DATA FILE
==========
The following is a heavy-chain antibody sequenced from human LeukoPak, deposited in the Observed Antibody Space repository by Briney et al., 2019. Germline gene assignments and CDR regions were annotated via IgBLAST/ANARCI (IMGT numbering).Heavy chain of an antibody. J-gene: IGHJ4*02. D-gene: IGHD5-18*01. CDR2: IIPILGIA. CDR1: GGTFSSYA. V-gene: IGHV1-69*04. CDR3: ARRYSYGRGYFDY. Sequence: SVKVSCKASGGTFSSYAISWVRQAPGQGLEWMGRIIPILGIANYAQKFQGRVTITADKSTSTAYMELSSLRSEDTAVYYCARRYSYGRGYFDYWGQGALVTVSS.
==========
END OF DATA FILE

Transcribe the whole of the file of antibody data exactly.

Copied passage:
The following is a heavy-chain antibody sequenced from human LeukoPak, deposited in the Observed Antibody Space repository by Briney et al., 2019. Germline gene assignments and CDR regions were annotated via IgBLAST/ANARCI (IMGT numbering).Heavy chain of an antibody. J-gene: IGHJ4*02. D-gene: IGHD5-18*01. CDR2: IIPILGIA. CDR1: GGTFSSYA. V-gene: IGHV1-69*04. CDR3: ARRYSYGRGYFDY. Sequence: SVKVSCKASGGTFSSYAISWVRQAPGQGLEWMGRIIPILGIANYAQKFQGRVTITADKSTSTAYMELSSLRSEDTAVYYCARRYSYGRGYFDYWGQGALVTVSS.